With that we took to our heels and scurried along the beach. Silvestre, as soon as he became aware of our intentions, sent a volley after us, doubtless meant as an inducement to heave-to. We paid no attention, however. Though we did not look round we knew that they were after us; but we had a fair start, and if only they did not manage to hit us, there was the bare possibility of our reaching the boat in time. Already I could see Matthews standing knee-deep in the water in order to keep the little craft afloat. He shouted to encourage us. Then there came another shout from our left, and three other figures ran down between ourselves and the boat we were striving so hard to reach. All three were armed, and in the man in the middle, when he called upon us to surrender, I recognized the blackguardly half-caste Manuel. For the moment it looked as if our case were hopeless.

It is at such moments that all the inventive faculties in one's possession hasten to one's aid. Had I been permitted half a day to think the question out, I should probably never have hit upon a plan half as promising as that which then flashed through my mind. The men in front were little more than a couple of dozen paces away; Silvestre and his party were perhaps a hundred yards behind, and were every moment coming closer. The thought had scarcely occurred to me before the crack of rifles sounded from behind. Fortunately none of us were hit.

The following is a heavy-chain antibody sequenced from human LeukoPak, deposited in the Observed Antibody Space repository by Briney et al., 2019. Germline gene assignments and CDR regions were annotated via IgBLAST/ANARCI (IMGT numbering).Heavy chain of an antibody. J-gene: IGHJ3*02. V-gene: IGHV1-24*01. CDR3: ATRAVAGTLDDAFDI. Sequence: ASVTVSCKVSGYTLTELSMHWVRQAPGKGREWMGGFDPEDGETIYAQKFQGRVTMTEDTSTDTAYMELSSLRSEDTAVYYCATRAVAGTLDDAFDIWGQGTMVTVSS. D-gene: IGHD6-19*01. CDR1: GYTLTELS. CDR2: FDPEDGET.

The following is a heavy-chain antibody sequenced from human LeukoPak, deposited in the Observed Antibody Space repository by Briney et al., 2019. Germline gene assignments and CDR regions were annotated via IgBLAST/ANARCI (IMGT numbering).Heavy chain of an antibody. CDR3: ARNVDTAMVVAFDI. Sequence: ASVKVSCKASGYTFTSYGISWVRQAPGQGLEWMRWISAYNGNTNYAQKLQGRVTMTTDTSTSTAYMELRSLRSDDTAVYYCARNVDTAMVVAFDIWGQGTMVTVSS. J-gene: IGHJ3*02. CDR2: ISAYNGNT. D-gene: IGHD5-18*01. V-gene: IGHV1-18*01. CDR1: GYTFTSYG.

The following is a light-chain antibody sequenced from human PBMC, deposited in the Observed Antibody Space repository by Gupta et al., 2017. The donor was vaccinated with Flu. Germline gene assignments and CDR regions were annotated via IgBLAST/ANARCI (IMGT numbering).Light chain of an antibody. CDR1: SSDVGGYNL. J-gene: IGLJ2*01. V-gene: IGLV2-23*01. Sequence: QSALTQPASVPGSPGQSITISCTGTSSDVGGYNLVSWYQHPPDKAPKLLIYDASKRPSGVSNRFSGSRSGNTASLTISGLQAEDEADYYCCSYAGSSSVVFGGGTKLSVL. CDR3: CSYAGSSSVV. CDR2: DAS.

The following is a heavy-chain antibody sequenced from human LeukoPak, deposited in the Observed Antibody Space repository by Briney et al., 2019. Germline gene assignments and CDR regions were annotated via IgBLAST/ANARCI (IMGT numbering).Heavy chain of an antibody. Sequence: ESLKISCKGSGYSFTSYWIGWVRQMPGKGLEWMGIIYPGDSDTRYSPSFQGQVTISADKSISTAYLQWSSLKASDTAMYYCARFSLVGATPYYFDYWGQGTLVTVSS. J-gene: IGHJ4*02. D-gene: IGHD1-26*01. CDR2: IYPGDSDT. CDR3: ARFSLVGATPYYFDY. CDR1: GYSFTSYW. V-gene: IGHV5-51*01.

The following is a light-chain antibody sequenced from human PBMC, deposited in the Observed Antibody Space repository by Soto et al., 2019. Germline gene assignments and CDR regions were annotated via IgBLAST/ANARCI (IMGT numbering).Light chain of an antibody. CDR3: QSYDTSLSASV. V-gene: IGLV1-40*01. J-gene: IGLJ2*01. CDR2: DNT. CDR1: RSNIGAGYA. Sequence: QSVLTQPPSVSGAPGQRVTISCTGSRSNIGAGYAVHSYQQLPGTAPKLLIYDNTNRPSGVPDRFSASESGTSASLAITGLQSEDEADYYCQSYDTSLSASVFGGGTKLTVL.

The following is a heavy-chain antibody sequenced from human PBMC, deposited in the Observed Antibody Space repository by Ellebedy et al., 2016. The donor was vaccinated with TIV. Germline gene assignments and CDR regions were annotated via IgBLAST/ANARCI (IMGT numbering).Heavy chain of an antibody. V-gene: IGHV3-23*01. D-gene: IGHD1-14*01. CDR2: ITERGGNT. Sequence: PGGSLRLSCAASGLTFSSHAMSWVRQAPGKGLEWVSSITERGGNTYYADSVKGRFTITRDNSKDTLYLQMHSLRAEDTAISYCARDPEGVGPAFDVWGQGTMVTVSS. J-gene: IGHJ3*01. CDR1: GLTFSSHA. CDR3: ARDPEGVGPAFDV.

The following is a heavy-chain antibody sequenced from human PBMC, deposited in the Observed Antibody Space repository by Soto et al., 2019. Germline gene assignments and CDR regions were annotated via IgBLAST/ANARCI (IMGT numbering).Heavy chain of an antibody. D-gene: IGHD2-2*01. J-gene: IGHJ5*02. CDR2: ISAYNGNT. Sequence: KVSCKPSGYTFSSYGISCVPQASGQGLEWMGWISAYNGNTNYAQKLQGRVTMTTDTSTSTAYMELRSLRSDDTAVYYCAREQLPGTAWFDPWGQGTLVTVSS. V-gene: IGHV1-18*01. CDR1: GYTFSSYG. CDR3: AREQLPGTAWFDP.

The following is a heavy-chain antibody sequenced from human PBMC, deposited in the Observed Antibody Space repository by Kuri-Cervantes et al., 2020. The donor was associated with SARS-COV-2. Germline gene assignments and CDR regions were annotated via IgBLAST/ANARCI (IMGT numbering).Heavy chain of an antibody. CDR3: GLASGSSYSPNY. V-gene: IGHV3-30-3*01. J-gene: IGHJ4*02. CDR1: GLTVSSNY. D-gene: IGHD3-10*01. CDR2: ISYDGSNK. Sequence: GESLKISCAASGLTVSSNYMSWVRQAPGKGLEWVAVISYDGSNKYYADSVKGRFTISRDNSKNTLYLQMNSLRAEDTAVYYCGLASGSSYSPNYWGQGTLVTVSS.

"Down! down!" I cried to my companions. "Let them suppose that they have winged us!"

As I spoke we all threw ourselves with one accord upon our faces on the sand. As I expected, the men in front immediately jumped to the conclusion that we had been shot by their friends behind. They accordingly rushed forward to make sure of us. My ruse must have dawned upon Fernandez, for, to this day, I am certain that I heard a chuckle escape him. Almost at the same moment Manuel ran up to us, his two companions being only a few yards distant.